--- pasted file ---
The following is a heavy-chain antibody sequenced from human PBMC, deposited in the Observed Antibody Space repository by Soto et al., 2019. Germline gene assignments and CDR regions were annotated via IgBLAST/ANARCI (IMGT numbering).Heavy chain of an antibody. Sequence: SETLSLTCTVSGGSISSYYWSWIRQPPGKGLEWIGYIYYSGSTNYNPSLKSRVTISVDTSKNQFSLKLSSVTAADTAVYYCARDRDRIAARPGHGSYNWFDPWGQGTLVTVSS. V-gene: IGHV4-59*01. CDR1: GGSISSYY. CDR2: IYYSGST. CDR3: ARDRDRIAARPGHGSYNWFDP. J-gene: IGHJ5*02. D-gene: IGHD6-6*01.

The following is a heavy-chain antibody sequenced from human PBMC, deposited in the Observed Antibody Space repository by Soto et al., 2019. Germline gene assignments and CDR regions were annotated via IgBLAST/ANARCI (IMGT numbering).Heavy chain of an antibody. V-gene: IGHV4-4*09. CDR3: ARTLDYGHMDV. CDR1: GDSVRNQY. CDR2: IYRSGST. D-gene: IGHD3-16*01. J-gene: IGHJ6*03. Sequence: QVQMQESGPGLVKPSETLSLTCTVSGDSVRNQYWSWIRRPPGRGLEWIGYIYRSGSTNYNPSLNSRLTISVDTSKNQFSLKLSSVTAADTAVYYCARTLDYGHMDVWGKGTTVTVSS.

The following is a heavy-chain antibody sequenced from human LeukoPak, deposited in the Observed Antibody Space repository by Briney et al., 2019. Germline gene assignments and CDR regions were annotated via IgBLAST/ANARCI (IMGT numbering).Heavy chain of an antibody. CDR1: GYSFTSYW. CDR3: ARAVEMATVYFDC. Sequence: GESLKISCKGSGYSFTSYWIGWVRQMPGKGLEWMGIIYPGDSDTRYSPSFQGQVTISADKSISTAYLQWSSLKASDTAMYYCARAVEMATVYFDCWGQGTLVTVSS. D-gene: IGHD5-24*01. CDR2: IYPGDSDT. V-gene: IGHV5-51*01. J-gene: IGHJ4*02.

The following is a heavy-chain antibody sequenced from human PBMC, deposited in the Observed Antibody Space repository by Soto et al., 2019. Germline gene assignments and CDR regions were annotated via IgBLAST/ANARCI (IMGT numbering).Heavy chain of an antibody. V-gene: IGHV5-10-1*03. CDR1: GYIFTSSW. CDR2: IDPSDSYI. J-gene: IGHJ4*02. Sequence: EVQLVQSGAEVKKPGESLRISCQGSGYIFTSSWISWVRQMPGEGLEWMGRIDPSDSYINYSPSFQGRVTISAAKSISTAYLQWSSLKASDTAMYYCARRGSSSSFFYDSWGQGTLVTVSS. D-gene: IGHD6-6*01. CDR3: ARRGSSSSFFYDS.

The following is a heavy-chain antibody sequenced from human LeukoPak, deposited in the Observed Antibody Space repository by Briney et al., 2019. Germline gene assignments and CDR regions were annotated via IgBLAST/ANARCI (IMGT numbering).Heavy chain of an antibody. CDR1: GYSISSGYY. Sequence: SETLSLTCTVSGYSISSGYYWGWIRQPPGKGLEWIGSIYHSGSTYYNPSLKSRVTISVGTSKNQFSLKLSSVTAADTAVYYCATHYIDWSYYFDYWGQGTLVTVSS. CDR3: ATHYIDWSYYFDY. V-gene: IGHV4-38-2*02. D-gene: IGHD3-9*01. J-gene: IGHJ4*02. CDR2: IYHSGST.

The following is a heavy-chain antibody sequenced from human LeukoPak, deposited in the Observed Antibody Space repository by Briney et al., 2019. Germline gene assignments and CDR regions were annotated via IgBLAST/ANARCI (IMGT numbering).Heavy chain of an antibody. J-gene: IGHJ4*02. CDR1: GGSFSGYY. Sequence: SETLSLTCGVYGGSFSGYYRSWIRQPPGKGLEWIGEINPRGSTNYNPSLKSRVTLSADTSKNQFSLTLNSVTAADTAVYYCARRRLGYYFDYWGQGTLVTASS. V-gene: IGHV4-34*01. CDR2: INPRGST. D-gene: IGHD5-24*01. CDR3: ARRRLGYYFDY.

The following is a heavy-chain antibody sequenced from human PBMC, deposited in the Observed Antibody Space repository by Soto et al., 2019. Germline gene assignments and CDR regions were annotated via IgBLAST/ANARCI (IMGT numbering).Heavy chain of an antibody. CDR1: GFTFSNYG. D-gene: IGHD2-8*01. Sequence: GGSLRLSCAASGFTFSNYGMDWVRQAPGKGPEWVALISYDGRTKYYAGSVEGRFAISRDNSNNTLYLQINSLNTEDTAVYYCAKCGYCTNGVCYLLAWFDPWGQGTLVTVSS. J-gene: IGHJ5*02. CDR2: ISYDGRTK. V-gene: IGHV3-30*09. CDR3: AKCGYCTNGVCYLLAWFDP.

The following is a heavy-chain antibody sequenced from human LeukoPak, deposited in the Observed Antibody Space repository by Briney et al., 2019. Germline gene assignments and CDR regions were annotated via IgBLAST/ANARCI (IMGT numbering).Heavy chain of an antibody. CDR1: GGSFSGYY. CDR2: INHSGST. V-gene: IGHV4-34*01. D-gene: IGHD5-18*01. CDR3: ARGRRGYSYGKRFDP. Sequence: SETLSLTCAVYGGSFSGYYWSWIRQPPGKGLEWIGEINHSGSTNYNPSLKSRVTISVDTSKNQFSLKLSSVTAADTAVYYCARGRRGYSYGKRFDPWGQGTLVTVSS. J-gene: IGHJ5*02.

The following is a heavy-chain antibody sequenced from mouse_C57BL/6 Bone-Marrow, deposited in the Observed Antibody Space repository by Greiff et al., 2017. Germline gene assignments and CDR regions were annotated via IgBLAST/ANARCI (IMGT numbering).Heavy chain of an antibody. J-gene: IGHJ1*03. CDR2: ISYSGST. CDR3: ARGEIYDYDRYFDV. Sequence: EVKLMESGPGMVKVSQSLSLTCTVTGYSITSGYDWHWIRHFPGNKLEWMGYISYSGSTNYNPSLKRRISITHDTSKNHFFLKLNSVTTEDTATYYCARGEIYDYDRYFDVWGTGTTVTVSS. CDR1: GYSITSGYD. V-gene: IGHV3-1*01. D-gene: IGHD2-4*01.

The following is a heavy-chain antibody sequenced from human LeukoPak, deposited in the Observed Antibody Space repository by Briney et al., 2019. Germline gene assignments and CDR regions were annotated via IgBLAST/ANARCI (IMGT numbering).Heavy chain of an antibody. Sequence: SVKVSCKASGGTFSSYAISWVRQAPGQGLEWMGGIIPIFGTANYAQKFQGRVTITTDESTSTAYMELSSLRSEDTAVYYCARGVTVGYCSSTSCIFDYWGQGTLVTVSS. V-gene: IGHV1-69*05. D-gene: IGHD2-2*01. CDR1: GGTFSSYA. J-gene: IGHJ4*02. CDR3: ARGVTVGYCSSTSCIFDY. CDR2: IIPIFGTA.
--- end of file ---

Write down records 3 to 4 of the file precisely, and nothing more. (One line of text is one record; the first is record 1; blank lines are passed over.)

The following is a heavy-chain antibody sequenced from human LeukoPak, deposited in the Observed Antibody Space repository by Briney et al., 2019. Germline gene assignments and CDR regions were annotated via IgBLAST/ANARCI (IMGT numbering).Heavy chain of an antibody. CDR1: GYSFTSYW. CDR3: ARAVEMATVYFDC. Sequence: GESLKISCKGSGYSFTSYWIGWVRQMPGKGLEWMGIIYPGDSDTRYSPSFQGQVTISADKSISTAYLQWSSLKASDTAMYYCARAVEMATVYFDCWGQGTLVTVSS. D-gene: IGHD5-24*01. CDR2: IYPGDSDT. V-gene: IGHV5-51*01. J-gene: IGHJ4*02.

The following is a heavy-chain antibody sequenced from human PBMC, deposited in the Observed Antibody Space repository by Soto et al., 2019. Germline gene assignments and CDR regions were annotated via IgBLAST/ANARCI (IMGT numbering).Heavy chain of an antibody. V-gene: IGHV5-10-1*03. CDR1: GYIFTSSW. CDR2: IDPSDSYI. J-gene: IGHJ4*02. Sequence: EVQLVQSGAEVKKPGESLRISCQGSGYIFTSSWISWVRQMPGEGLEWMGRIDPSDSYINYSPSFQGRVTISAAKSISTAYLQWSSLKASDTAMYYCARRGSSSSFFYDSWGQGTLVTVSS. D-gene: IGHD6-6*01. CDR3: ARRGSSSSFFYDS.